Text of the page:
Sun executives were not available for interviews at the time of the announcement, but did email SearchStorage.com some statements regarding the new deal. Sun officials said the Diligent relationship does not change the company's commitment to FalconStor as the basis for Sun's branded VTLs. As for the deduplication issue, Sun said the difference is that FalconStor's software is integrated more deeply with Sun's appliances and Solaris operating system, thus requiring more kinks to be worked out in adding data deduplication.
Some analysts said that at face value, Sun's signing of a competitor as a channel partner isn't helping FalconStor's cause. "I'll tell you one thing it doesn't say -- it doesn't say, 'we love these guys [FalconStor], and we'd never use anybody else'," said an analyst who asked not to be identified.
"I would say that it spells trouble," said John Webster, principal IT analyst with Illuminata Inc. "Their three major OEMs are showing signs of at least being on the fence, which I don't think is a good sign."
However, other analysts pointed out that Sun has been trying to expand its VTL portfolio in general over the last two years and has made a number of changes and revisions to its VTL product line toward that goal. Sun also resells BakBone Software Inc.'s VTL software for the lower end of the market, and several industry watchers felt that the Diligent signing could be a result of wanting to offer a higher end VTL, rather than any statement about data deduplication.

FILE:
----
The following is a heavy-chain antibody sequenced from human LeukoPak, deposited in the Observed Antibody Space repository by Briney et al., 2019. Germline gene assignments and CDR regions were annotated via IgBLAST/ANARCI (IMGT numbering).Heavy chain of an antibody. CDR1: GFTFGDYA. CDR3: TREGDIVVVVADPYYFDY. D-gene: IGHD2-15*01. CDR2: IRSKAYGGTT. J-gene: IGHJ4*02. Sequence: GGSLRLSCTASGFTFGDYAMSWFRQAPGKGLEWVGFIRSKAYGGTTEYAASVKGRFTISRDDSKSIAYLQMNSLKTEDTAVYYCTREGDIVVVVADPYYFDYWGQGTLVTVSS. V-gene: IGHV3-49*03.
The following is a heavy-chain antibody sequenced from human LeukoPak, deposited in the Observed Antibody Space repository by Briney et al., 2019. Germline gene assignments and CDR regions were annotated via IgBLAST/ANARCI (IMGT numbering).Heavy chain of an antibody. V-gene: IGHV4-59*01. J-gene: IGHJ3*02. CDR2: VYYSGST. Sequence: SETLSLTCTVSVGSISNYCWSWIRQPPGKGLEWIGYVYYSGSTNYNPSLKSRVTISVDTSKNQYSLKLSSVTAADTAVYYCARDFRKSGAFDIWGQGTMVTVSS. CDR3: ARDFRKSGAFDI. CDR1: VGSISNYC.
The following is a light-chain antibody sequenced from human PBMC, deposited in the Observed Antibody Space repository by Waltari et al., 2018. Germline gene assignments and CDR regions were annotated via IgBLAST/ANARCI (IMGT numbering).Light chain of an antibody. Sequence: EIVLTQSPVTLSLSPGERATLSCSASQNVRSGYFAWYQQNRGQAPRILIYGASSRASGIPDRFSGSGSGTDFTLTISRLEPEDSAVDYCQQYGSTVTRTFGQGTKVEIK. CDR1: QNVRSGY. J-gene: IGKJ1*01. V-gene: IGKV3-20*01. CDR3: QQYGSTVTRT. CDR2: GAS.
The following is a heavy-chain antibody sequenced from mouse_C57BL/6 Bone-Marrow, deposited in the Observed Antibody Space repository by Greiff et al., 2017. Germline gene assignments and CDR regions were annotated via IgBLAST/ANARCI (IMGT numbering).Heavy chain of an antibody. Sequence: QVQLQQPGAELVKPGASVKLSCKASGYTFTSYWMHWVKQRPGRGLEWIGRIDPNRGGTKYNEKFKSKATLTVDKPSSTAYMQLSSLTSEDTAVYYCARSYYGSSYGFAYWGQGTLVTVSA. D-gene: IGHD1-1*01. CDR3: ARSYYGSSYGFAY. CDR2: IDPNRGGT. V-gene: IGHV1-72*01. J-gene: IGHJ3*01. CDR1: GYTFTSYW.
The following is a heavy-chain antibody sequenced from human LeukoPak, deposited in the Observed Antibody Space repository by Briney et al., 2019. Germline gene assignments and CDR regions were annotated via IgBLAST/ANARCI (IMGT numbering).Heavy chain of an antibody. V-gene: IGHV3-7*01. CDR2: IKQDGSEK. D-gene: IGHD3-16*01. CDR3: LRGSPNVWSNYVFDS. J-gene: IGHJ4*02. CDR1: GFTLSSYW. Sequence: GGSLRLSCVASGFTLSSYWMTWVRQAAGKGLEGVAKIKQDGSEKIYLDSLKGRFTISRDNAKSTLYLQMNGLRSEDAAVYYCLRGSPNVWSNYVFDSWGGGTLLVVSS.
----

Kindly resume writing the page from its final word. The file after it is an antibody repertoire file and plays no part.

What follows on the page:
"Diligent's initial focus has been the enterprise, and its ProtecTier solution is field proven to scale in these environments," wrote Heidi Biggar, analyst with the Enterprise Strategy Group (ESG) to SearchStorage.com in an email. "That's not to say that FalconStor's [Single Instance Repository] SIR … can't … scale. Diligent simply has more proof points of its success in these types of environments." Sun also has a pre-existing relationship with Diligent OEM partner Hitachi Data Systems (HDS), and Diligent's CEO Doron Kempel said the two companies already have some large joint customers without a formal agreement in place.
However, not every analyst felt that bringing Diligent on board is necessarily the recipe for a successful product strategy. "I think FalconStor's major OEMs will eventually certify the deduplication. Plus, for the OEMs that are interested in truly integrating disk and tape, FalconStor wins there," said Stephanie Balaouras, senior analyst with Forrester Research Inc. But the Diligent deal, independent of the data deduplication issue, "is going to create a lot of challenging positioning for Sun, and to have [four] VTL platforms, one mainframe and [three] open systems based on different technologies, is not advantageous for customers."
Reached for comment, FalconStor officials declined to issue a statement, saying through a spokesperson in an email that the company "doesn't comment on OEM partners, so we can't respond to these specific questions [about data deduplication]."